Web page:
EU Directive on Corporate Sustainability Due Diligence: no plans for replication in the UK
Anna Barr and Oliver Holland, from our international department, follow up on their blog on the EU Corporate Due Diligence and Corporate Accountability Directive and express their disappointment that the UK government does not plan to replicate the directive.
Posted on 28 June 2022
In our last blog regarding the EU Corporate Due Diligence and Corporate Accountability Directive (EUDD), we explained the importance of mandatory due diligence and how this has the potential to benefit those harmed by the operations of multinational companies and lead to greater transparency and accountability. We had hoped the UK would follow the EU in strengthening UK human rights due diligence (HRDD).
As set out in our most recent blog, the UK government’s proposed changes to the Modern Slavery Act (MSA) has the potential of strengthening British HRDD, seemingly a step in the right direction. However the UK Government’s recent letter to the Chair of the House of Commons on Business, Energy and Industrial Strategy Committee casts doubt on the UK government’s understanding of the current HRDD framework and its effectiveness, which in turn raises concern as to the whether the proposed changes to the MSA will in fact effectively strengthen British HRDD.
The EUDD: Recap
The EUDD aims to prevent and protect against potential or actual negative impacts on human rights, the environment and good governance in supply chains. It also seeks to ensure that businesses can be held accountable for such impacts, and that anyone who has suffered harm can effectively exercise the right to a fair trial before a court and make sure that any injustices are put right in accordance with national law.
As the UK is outside the EU it does not need to implement the directive but it has the potential to apply to UK companies where:
A UK company generates turnover in the EU, through exporting or via activities of the branch, which meets the threshold set out in Article 2 of the EUDD.
UK companies, business or sole traders which export to EU companies which themselves are in scope of the EUDD.
It is not currently clear how many companies would actually be affected. To guarantee improved transparency and accountability within UK companies’ supply chains, the UK must have its own effective HRDD framework.
No plans to replicate the EUDD in the UK’s HRDD framework
In the letter the UK government states that, at present, it does not intend to replicate the EUDD in the UK’s HRDD framework.
It considers that directors of UK listed companies are already held to account on their management of human rights and environmental issues in their annual reporting. It states that they are required to cover HRDD measure they have taken in their annual reports and that large UK companies already publish annual transparency in supply chain statements in accordance with the MSA.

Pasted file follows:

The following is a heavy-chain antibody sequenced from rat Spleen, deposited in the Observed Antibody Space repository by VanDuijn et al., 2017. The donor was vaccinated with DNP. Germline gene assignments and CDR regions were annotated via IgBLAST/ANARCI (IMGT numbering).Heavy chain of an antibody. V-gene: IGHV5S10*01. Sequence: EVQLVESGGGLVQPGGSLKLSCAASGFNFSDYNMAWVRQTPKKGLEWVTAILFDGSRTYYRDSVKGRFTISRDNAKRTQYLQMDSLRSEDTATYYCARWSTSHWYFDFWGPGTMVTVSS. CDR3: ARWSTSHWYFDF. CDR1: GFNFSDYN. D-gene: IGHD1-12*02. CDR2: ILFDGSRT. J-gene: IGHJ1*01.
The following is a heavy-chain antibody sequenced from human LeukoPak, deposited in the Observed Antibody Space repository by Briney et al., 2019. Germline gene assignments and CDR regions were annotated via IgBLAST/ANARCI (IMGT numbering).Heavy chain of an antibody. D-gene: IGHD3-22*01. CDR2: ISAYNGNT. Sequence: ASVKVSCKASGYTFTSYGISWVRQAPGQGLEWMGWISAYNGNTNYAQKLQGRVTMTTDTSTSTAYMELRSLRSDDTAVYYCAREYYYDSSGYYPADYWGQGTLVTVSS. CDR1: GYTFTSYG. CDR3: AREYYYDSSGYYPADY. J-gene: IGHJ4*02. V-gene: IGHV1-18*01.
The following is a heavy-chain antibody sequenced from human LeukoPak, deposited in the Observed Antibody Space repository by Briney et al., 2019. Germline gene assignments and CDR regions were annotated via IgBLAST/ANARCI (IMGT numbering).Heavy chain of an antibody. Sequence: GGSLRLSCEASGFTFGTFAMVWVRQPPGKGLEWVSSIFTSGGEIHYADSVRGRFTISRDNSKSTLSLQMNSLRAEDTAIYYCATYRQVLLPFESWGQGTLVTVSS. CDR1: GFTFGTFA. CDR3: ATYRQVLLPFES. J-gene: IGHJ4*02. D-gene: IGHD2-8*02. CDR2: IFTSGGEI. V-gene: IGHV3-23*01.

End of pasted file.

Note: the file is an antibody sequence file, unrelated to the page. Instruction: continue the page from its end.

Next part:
This is a concerning interpretation of the UK’s current HRDD framework, accountability of directors of UK quoted companies and transparency within their supply chains. As previously set out in our World Day Against Child Labour blog, the Financial Reporting Council (FRC) recently reported (before the Letter was published) that the majority of UK companies fail to comply with the section 54 reporting requirement of the MSA.
Although in the letter the UK government refers to the UK business being steered by voluntary international frameworks such as the UN Guiding Principles on Business and Human Rights and the OECD Guidelines on Multinational Enterprises and the National Contact Point which “engages UK businesses to increase awareness and understanding of the voluntary principles and standards for responsible business conduct in the OECD Guidelines”, it fails to acknowledge the ineffectiveness of non-mandatory due diligence as evidenced by UK businesses’ low compliance rate with the MSA and the fact goods manufactured by victims of human rights abuses make their way onto the British market.
Shortcomings of the UK HRDD framework
Contrary to the UK government’s belief, UK companies are clearly not being held to account through the current UK HRDD framework. The lack of insight into the problems with the current framework raises concerns as to whether the proposed changes to the MSA will be implemented in a way which makes British HRDD effective.
The UK government must recognise the problems with the current UK HRDD framework and its impact on vulnerable persons globally. It must make a genuine effort to strengthen HRDD legislation to properly hold to account those who are responsible for harming others and increase transparency in UK company supply chains. If the UK fails to act, it risks becoming a haven for products manufactured with forced and child labour which have been prevented from entering the US or European markets due to effective HRDD measures being implemented in those regions.
Oliver specialises in international cases involving multinational corporations where environmental harm or human rights abuses have been alleged
The EU Corporate Due Diligence and Corporate Accountability Directive
Oliver Holland and Anna Barr look at the EU Corporate Due Diligence and Corporate Accountability Directive and discuss how it would affect corporate accountability in the UK.